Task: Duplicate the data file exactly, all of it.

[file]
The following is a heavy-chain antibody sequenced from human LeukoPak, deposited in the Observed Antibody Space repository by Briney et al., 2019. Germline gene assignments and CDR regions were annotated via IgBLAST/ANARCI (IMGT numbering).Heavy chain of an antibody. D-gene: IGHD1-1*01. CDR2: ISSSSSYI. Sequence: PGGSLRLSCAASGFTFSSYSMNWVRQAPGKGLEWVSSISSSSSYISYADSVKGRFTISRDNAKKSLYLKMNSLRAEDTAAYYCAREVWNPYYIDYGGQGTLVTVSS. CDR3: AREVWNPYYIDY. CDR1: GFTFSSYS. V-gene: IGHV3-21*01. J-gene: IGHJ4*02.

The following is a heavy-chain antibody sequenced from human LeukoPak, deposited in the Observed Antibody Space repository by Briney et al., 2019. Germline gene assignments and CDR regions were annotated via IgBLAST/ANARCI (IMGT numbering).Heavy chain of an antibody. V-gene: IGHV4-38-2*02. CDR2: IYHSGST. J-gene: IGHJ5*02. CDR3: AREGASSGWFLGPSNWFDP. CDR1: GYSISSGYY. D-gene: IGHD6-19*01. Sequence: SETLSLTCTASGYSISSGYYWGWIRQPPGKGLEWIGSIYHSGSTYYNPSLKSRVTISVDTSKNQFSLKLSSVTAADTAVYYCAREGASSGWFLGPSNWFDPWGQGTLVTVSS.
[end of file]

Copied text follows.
The following is a heavy-chain antibody sequenced from human LeukoPak, deposited in the Observed Antibody Space repository by Briney et al., 2019. Germline gene assignments and CDR regions were annotated via IgBLAST/ANARCI (IMGT numbering).Heavy chain of an antibody. D-gene: IGHD1-1*01. CDR2: ISSSSSYI. Sequence: PGGSLRLSCAASGFTFSSYSMNWVRQAPGKGLEWVSSISSSSSYISYADSVKGRFTISRDNAKKSLYLKMNSLRAEDTAAYYCAREVWNPYYIDYGGQGTLVTVSS. CDR3: AREVWNPYYIDY. CDR1: GFTFSSYS. V-gene: IGHV3-21*01. J-gene: IGHJ4*02.

The following is a heavy-chain antibody sequenced from human LeukoPak, deposited in the Observed Antibody Space repository by Briney et al., 2019. Germline gene assignments and CDR regions were annotated via IgBLAST/ANARCI (IMGT numbering).Heavy chain of an antibody. V-gene: IGHV4-38-2*02. CDR2: IYHSGST. J-gene: IGHJ5*02. CDR3: AREGASSGWFLGPSNWFDP. CDR1: GYSISSGYY. D-gene: IGHD6-19*01. Sequence: SETLSLTCTASGYSISSGYYWGWIRQPPGKGLEWIGSIYHSGSTYYNPSLKSRVTISVDTSKNQFSLKLSSVTAADTAVYYCAREGASSGWFLGPSNWFDPWGQGTLVTVSS.